The Life and Times of Smokin' Kenny Smith - Part 1

The Musicians Guide to Riding the Cambodian Roller Coaster, or How  to Musically Prostitute Yourself for Fun and Adventure!

By Smoking Kenny
You have to have a
good day in order to appreciate the bad days. I tell myself this when
I feel secure in the knowledge that my room is paid up for at least
the next 6 days and I have a gig on Friday – which means money coming
in later on Friday night. I run through my pockets of last night’s
pants, looking in my wallet with hopeful intent and I manage to
assemble a total of just under $4.30 in Cambodian Riel.
Wait though! This is
Wednesday morning and I don’t consider food an extravagance – so I
better make a plan quick. Three words that I dislike are mathematics,
budget and reality. I could add rice and eggs to that list because
the next question I ask myself is how much rice and eggs can I stand
for the next three days? Sure I could call a friend and ask for a
small loan, but I’ll take the wait and see what approaches.
How about one of
these weeks; fleeting thoughts of suicide on Monday, warming up to an
extreme state of depression by the end of the week. Then by a
miraculous twist of fate, being woken up by a beautiful woman on Saturday morning and asking her to pinch me to reassure me
that I’m not still dreaming. After being pinched for a while we
head into the shower. With the endorphins still racing through my
brain, I think to myself “Life is good!”.
Sounds a little
extreme, BS? But this is totally true. These are rare but true
occasions. If you were to put a label on this type of behavior some
might call it manic, bipolar etc. – I call it survival and I deal
with it. If you see any person who goes through life without harming
another person emotionally, physically or financially then that would
be a sane person in my view.
You may think that I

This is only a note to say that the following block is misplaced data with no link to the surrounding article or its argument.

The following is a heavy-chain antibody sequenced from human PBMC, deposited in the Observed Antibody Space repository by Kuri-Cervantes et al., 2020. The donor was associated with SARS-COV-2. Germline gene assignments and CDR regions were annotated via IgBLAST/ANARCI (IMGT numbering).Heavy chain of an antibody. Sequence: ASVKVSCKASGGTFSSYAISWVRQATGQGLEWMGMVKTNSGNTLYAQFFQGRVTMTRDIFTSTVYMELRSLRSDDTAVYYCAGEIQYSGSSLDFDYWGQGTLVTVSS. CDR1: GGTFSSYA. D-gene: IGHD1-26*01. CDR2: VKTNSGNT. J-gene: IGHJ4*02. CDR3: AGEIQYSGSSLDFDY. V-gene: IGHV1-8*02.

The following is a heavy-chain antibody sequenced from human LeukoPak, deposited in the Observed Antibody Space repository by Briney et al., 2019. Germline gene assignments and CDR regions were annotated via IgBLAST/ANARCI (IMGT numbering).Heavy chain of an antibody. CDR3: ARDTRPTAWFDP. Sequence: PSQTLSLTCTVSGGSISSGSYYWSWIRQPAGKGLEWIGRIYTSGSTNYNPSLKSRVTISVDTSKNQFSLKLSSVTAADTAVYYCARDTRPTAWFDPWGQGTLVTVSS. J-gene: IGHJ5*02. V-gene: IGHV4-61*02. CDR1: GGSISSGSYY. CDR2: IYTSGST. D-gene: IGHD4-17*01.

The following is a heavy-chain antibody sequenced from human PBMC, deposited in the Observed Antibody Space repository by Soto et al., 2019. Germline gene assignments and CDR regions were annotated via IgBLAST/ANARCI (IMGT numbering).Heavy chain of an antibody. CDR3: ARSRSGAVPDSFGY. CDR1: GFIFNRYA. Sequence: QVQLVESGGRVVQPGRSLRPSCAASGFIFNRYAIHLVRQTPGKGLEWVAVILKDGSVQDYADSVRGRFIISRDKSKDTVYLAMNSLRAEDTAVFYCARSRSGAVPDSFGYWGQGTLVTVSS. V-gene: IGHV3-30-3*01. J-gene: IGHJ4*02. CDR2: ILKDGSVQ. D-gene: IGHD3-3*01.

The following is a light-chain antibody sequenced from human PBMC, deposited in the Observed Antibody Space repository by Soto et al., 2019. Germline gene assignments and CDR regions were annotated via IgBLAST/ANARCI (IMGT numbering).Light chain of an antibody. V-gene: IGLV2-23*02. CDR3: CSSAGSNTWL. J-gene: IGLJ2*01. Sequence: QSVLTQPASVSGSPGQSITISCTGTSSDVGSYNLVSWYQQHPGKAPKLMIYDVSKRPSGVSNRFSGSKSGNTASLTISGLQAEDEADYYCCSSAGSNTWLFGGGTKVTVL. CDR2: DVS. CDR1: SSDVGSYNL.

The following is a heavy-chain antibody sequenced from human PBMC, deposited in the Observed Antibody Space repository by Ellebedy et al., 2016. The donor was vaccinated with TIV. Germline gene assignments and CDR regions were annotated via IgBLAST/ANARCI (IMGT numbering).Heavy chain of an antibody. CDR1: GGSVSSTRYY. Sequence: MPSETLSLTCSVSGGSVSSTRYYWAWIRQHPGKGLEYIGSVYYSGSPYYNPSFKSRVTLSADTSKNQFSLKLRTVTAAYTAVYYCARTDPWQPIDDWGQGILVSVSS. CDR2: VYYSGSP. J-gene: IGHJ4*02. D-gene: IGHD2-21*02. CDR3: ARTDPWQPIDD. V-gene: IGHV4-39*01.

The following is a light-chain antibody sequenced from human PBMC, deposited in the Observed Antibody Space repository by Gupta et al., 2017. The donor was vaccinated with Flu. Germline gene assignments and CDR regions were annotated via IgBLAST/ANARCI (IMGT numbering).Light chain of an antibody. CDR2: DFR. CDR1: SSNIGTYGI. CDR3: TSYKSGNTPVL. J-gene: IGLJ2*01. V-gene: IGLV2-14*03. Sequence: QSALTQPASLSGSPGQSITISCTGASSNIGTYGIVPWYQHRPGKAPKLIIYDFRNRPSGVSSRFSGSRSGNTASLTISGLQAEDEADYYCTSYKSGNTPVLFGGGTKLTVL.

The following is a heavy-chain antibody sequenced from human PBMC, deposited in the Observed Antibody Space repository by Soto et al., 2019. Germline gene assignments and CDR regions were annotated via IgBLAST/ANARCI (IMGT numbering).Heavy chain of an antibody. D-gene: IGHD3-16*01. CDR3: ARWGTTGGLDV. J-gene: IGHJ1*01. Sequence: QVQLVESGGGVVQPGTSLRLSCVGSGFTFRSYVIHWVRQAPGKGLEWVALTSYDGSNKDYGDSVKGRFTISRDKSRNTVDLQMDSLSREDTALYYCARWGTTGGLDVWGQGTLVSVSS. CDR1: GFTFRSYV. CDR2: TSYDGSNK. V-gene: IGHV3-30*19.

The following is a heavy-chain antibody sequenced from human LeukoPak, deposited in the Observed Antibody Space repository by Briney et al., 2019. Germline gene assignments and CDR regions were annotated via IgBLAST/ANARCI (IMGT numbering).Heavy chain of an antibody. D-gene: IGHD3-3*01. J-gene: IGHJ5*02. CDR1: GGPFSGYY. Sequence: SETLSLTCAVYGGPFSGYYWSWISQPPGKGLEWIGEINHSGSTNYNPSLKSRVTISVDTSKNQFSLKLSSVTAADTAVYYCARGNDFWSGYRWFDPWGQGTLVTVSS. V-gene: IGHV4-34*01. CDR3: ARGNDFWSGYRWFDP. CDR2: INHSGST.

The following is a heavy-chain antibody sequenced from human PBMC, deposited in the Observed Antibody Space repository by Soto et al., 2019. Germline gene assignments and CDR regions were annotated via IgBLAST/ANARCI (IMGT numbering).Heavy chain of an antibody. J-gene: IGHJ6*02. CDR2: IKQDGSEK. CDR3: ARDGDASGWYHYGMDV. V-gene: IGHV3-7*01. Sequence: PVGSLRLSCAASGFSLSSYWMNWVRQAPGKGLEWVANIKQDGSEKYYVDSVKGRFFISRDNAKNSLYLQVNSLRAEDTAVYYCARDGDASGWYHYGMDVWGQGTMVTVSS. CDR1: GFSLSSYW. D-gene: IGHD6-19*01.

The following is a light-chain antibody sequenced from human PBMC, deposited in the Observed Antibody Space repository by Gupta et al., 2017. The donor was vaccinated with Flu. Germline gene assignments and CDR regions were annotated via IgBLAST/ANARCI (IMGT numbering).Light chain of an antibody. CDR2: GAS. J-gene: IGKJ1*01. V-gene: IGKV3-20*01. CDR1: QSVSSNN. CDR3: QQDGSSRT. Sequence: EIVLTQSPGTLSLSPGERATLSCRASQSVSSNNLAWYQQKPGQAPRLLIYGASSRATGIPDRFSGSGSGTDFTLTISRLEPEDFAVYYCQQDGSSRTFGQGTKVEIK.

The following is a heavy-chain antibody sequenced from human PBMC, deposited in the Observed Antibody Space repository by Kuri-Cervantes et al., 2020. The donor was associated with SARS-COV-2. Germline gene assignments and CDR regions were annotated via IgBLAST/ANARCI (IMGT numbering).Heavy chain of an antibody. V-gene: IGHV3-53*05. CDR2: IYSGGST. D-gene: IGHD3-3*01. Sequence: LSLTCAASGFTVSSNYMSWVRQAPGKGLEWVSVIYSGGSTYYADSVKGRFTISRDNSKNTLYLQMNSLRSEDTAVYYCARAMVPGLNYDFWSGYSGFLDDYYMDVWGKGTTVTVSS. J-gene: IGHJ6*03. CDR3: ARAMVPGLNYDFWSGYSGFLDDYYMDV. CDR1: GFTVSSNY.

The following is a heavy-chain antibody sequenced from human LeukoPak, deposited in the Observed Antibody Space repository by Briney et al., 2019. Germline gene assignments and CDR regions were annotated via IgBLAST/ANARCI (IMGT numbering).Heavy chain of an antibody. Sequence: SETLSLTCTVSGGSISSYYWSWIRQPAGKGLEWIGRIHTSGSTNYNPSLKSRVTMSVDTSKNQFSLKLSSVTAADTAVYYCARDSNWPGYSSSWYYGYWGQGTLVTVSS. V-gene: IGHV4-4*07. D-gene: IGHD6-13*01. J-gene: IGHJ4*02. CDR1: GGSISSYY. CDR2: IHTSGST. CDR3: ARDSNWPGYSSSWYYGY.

came to Cambodia with no plan. You may think that I just let life
take me where it may. In my defense, I feel life is predetermined. My
mother’s father (Grandpa Ed) was a piano player in the thirties
with the great depression and all that jazz. He would always have a
gig for anyone who came across a dollar and would run to the bar to
forget just how hard life can be. I feel I inherited that from him.
But wait, I did have
a Cambodian plan! Back in the States I dabbled in the currency
trading market. I thought the small income from that would sustain a
meager living somewhere in south East Asia. I gave up on America and
moved to Thailand in 2006. I was on a visa run when I discovered
Sihanoukville. Having spent 20 years living in Florida, I felt I
needed a beach nearby.
I lost my ass in the
market in 2008. Leaving me living off a small bank account and credit
cards. I met my future walking, or should I say staggering, along the
beach front. It was about 3:00AM when I was wandering past a grass
hut bar, with soft music and the familiar smell of cannabis. There
were 9 or 10 patrons busy in quiet conversation, when I noticed an
old, rusty strung guitar hanging on the wall. I politely asked if
anyone would mind me playing the guitar and sang a song. I was told
that if I could tune it I could play it. So I struggled with this
ornament on the wall, passing itself off as an instrument. I’m sure
people were doubting my competence. Finally in a moment of complete
confidence I broke into “What would you do if I sang out of
tune? Would you stand up and walk out on me?
To my complete
amazement, before the song had ended, people were singing along.
After 2 or 3 more songs (which, at the time, were all the songs I
could remember) I was feeling musically as rusty as the old guitar.
Someone asked “Dude, where are you playing, I’ll come and see
”. I confessed that I had been a musician but taking it up
again hadn’t really crossed my mind.
Then a guy called
Peter introduced himself to me and asked if we could take a short
ride because he had a proposal for me. He introduced me to the Frog
Shack –
a popular night spot on the beach. He showed me a good
acoustic/electric guitar and offered to buy me a CD player so I would
have access to any songs I wanted to learn or relearn. He proposed
that I perform at a party he was having in 2 weeks. He asked if I